“It’s been a year, Addison. I’ve let you grieve for that drug addict long enough. It’s time for a new start. Jesse can give you that.”
Addison stared down at where his hand held her, seeing the indents on her skin around his fat fingers. He must have realized where they were finally, and released her, rubbing her arm in almost an affectionate way. She wouldn’t bruise, but she’d be sore the next day.
“I can’t. I won’t.” She shook her head. On this subject, she wouldn’t budge. She would not date Jesse Stephanos much less marry him, and after tomorrow, she wouldn’t have to worry about that anymore. But the memory of Steven, her fiancé, her dead fiancé, would continue to hold onto her as the days passed. “He wasn’t a drug user,” she mumbled, knowing her father’s anger would only increase with her insistence.
Steven had never so much as smoked a cigarette. No way had Steven driven himself into that wall on I90, too high to even see it coming. It hadn’t happened that way, no matter what the police report or her father had said. Steven’s sin hadn’t been drugs; it had been trying to marry her. If his brakes hadn’t been used, it’s because they hadn’t been working.
“Mr. St. Claire!” A stout man with graying hair interrupted them, holding his hands out in greeting. Addison stepped aside to allow the man full access to her father. She stood idly by while the two exchanged pleasantries. “I was hoping I’d run into you tonight.” At that, Addison looked to her father, having been trained much like Pavlov’s dogs to salivate at the idea of escape whenever those words were uttered in her presence.
“Well, then I’m glad I made the trip this evening. Addison, my dear, why don’t you find Charity. I’m sure she’s waiting for you.”
He added, “Don’t go too far though.” She gave a quick nod and shuffled off into the crowd seeking out the safety of a corner.
Addison found a secluded spot near a dessert table and snatched a glass of wine from a waiter walking by; it wasn’t strong enough, but it would do.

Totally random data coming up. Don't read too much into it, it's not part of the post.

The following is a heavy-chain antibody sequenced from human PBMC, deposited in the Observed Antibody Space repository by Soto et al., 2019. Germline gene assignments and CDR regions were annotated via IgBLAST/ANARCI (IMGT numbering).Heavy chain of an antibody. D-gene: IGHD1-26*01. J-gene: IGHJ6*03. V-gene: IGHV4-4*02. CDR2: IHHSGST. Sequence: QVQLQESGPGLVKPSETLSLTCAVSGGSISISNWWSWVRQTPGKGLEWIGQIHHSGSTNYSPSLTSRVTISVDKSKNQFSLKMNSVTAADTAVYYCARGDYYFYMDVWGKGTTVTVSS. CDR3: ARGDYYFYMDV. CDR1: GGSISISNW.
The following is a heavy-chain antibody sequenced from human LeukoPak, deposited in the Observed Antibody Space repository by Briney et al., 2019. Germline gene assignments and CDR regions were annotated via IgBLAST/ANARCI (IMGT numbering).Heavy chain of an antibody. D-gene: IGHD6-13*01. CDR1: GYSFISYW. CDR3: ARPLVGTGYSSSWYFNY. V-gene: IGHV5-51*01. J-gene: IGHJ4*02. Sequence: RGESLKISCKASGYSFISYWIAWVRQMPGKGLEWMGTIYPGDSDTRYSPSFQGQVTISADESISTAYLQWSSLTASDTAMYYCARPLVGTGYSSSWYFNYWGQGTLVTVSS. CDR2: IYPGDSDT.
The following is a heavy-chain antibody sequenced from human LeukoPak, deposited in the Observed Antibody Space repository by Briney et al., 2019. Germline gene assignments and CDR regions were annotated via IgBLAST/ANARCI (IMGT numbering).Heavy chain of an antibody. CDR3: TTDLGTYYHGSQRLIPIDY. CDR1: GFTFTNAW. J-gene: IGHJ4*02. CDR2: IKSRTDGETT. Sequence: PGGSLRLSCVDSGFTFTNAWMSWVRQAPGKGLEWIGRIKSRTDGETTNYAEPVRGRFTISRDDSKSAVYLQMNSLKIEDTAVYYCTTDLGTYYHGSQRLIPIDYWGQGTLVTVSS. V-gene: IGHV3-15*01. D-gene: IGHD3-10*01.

“Hey, there you are.” Charity slid up to her side. “I was beginning to think I was going to have to actually go over by your father.” She gave a weak smile and pushed back a thick curl from her face. Charity stayed as clear of her father as Addison wished she could.
“Someone wanted to do business, I was sent away.” Addison drained the last bit of Pinot from the glass.
“Are we staying, leaving, or are you attached to him now that he found you?” Charity hated the social scene, especially when Addison’s father arrived. Her own father sat on a city board, but didn’t do much work with Addison’s father. The pressure to be the perfect daughter never applied to Charity. Her parents already believed she was the perfect daughter. Unlike Addison, who was under constant attack and surveillance.
She took a deep breath and reminded herself it was only for another night. One more night. Come tomorrow afternoon, she’d be clear of the lies, the corruption, all of it. She’d be able to go out without her father’s men tailing her, tattling her every move to him. She could go to a club, could play with a man and not worry he’d end up with a broken nose the next day. She wouldn’t have to hear about how sick and perverted her life was, and how ashamed he was of her, or listen to any more threats of having her committed to a hospital that would clean her of all of her whorish ways. Her father never understood, and there was no point in trying to explain anymore.
She was twenty-four years old. She didn’t need to explain to him, she just needed to get the hell away from him.
One more night, then she’d have her meeting. Her stomach twisted at the idea. Going to the police station would take every bit of courage she had in her. Going against her father, against the Stephanos family, wasn’t something she’d considered lightly.
“Addison.” Charity touched her shoulder. “What’s up? Why are you so tense tonight?”
Addison threw on a smile, knowing Charity would see right through it. “Nothing. I’m okay. Just tired.” Emotionally and physically, but she wouldn’t go into details. The less Charity actually knew, the better.